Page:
Three Types of Trusts to Plan for Minor Children and Grandchildren 

There are certain reasons that establishing an estate plan can be of the utmost importance. Having minor children or grandchildren is one of those reasons. Most parents do not have time to keep up with their own tasks, let alone consider what would happen if they died while their children were still minors, but having a comprehensive plan in place for their children is very important. You can motivate your clients by letting them know that a well thought-out and carefully drafted plan can last over eighteen years. Most parents have carefully considered what values they want to instill upon their children, but what many parents may not realize is that establishing a trust can allow them to essentially parent from beyond the grave. In addition, grandparents may want to provide a lasting gift to their grandchildren, but may be unsure of how to make a gift that truly has a lasting impact. Trusts are not a “one size fits all” planning method—in fact, there are different forms of trusts that can help your clients accomplish a variety of goals. 

  1. Health and Education Exclusion Trust

Every parent wants to provide their child with opportunities, and grandparents also find great value in contributing to the success of their grandchildren. Education is often a major stepping stone to bigger opportunities. Many times, grandparents will tell their children that they want to leave funds for their grandchildren’s education. Your clients and their parents may be unaware of a health and education exclusion trust (HEET). A HEET could be ideal for clients who want to mitigate financial burdens on their loved ones caused by the rise in tuition and health care. These trusts allow grandparents to set aside funds to be used for their grandchildren’s and other distant descendant’s health and/or education expenses. Your clients will not directly benefit from these trusts, but they receive the ultimate peace of mind in having the trust cover their children’s educational and health care costs. 

HEETs can pay for tuition costs at any education level. These trusts can be particularly beneficial for high net worth grandparents, as they can serve the dual purpose of adding a charity as a beneficiary. Additionally, grandparents can avoid generation-skipping transfer (GST) tax liability on funds transferred to the trust. Further GST (and gift tax) liability can be avoided on funds disbursed as qualified transfers. This is also an opportunity to reduce a grandparent’s taxable estate and therefore save on or avoid estate taxes. Qualified transfers are defined as funds that are transferred directly from the trust to the educational institution or medical provider. 

  1. Incentive Trusts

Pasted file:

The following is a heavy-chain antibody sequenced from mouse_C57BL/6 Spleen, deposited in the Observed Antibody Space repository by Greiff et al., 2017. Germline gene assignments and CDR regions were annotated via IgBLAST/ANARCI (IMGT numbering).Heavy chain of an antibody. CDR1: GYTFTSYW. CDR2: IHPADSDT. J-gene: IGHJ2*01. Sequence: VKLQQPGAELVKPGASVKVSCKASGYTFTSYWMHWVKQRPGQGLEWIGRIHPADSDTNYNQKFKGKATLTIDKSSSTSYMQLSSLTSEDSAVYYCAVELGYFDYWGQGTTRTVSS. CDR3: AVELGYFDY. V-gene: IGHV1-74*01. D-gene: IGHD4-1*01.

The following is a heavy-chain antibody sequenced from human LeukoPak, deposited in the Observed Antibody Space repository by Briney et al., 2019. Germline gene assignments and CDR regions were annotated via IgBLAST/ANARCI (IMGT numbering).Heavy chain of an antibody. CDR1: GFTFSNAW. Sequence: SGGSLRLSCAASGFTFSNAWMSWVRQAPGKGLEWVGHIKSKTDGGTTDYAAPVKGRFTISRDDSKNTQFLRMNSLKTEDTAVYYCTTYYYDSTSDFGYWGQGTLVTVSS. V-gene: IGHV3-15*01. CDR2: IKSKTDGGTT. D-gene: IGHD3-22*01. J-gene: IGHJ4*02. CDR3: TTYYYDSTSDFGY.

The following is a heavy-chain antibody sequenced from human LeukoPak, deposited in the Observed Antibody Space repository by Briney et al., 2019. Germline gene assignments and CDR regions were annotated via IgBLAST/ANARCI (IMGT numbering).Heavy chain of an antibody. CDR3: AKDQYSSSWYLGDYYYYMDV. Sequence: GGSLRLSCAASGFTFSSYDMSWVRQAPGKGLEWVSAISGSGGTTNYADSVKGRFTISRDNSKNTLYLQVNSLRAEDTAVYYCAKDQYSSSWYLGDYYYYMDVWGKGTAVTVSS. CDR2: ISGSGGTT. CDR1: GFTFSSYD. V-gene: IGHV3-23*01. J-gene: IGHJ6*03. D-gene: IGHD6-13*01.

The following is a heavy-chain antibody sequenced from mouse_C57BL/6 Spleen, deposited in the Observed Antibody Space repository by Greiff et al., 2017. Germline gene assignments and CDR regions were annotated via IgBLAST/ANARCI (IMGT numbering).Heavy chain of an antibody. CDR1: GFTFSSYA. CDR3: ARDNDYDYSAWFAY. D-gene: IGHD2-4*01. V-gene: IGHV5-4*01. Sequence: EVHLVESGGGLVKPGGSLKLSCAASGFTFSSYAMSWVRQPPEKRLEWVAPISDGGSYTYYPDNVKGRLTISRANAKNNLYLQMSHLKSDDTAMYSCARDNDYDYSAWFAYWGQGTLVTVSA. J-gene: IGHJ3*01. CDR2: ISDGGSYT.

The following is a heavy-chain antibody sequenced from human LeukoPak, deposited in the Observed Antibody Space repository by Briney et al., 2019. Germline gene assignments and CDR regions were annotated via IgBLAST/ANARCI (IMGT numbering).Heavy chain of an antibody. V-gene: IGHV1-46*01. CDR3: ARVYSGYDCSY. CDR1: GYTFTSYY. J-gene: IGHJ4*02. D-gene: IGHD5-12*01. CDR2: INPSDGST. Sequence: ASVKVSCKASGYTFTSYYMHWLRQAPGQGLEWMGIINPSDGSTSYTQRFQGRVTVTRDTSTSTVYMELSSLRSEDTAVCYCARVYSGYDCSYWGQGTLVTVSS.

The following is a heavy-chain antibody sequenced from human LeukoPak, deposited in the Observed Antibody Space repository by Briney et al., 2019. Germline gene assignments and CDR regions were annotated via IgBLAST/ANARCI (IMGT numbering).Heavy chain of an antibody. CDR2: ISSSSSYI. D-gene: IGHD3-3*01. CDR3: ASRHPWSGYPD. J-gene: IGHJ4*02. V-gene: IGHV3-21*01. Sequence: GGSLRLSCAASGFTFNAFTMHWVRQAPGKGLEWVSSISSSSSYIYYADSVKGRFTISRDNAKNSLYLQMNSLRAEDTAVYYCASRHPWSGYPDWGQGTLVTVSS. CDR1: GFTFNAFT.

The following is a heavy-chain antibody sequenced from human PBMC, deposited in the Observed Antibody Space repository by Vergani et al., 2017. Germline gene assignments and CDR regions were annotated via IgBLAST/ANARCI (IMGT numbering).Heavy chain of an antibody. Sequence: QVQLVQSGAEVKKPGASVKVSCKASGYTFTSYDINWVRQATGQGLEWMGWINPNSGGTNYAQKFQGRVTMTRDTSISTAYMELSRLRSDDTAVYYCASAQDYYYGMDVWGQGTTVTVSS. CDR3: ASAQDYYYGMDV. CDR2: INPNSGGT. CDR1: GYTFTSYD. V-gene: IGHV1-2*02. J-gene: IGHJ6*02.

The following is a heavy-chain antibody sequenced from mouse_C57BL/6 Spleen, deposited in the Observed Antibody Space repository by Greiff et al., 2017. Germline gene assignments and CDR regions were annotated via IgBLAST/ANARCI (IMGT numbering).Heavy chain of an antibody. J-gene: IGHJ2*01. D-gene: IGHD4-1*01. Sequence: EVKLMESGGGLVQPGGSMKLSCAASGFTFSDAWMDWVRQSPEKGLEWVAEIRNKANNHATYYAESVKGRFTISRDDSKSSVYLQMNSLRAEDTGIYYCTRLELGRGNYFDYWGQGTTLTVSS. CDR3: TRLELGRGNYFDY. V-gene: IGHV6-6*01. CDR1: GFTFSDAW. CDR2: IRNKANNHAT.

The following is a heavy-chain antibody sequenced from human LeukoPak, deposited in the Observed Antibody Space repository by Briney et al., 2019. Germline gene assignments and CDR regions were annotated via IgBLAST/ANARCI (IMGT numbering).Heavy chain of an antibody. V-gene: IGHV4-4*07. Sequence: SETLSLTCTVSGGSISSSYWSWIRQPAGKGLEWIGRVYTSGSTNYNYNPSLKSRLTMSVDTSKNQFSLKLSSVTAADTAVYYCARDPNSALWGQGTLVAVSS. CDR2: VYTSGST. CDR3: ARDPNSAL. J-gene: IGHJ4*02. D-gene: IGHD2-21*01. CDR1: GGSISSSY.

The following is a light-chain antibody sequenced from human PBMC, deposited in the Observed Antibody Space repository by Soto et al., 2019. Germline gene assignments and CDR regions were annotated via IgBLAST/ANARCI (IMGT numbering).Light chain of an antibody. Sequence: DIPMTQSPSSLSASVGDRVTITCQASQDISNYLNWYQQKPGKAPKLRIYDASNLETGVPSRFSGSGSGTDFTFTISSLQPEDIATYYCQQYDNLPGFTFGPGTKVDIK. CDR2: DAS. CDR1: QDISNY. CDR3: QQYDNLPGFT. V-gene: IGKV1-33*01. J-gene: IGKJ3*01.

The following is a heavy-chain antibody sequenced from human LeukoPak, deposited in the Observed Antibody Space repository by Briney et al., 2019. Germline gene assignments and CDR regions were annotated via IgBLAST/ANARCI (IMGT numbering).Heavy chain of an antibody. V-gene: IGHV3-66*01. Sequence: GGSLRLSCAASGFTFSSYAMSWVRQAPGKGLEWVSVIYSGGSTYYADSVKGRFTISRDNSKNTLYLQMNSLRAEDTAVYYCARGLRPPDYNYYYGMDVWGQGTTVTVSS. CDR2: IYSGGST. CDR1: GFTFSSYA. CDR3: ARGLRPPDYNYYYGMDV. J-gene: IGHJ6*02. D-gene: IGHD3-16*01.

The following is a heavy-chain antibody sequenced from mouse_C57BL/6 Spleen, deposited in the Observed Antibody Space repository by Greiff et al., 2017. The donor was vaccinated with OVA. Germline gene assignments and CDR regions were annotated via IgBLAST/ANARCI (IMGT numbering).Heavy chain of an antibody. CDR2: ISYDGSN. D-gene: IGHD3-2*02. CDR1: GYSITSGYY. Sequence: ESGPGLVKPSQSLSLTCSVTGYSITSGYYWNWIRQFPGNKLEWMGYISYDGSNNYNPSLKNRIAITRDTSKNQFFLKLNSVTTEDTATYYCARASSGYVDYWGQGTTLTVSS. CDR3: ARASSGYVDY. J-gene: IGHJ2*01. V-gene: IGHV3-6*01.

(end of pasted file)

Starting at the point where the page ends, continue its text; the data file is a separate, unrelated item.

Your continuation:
How likely are children to go out of their way to do the dishes, walk the dog, clean their room, or cook dinner? How much does the likelihood increase if they are offered money for completing these tasks? Most parents would agree that incentivizing young children works like magic. How surprised would your clients be to learn that, even if they were not around, they could continue to guide and motivate their children by incentivizing them from beyond the grave? 

Incentive trusts are becoming a popular choice for parents of young children that want their children to achieve certain goals in life. Incentive trusts provide parents with the flexibility to set goals and appropriate rewards through distributions once a child reaches the goal. Parents can set multiple and separate goals for each child. 

There are a variety of goals that can be addressed with incentive trusts. Some of the more common goals are achieving a higher education, receiving good grades, starting a business, and maintaining a paying job. As you can imagine, these goals are best defined by a parent who knows their children’s abilities and limitations. 

Asking your client to imagine not being a part of their young children’s lives can be difficult. However, incentive trusts can offer their children guidance and support if the parents are unable. 

  1. Beneficiary-Controlled Trust 

You may have clients that feel that their children are financially responsible and exercise good judgment, and they would like to avoid giving another individual control of the money they leave. Even with strong financial management skills, the money left to children is still vulnerable to creditors’ claims, divorce, lawsuits, or estate taxes. By using a beneficiary-controlled trust, these risks can be reduced while allowing the child some control over their own trust. A beneficiary-controlled trust is much like it sounds, in that a trust can be established for a beneficiary, who can also serve as the sole trustee or a co-trustee. 

These trusts grant the beneficiary a considerable amount of control over their inheritance while still allowing parents to place certain restrictions on its use. When a beneficiary acts as sole trustee, they can be allowed to make distributions based on an ascertainable standard—for example, distributions for the beneficiary’s health, education, maintenance, and support (HEMS). In circumstances in which the beneficiary acts as sole trustee, under many states’ laws, most creditors cannot reach the beneficiary’s interest or compel a distribution when the trust contains the HEMS standard. However, once a distribution has been made to the beneficiary, it may be susceptible to the beneficiary’s creditors. 

A beneficiary-controlled trust may be ideal for clients who want to save on administration costs, because the costs of administration are often reduced when the beneficiary serves as sole trustee. 

It is important to tell your clients that while there are many ways to establish trusts, the best way for them to ascertain which structure best addresses their goals is to work with a qualified estate planning attorney.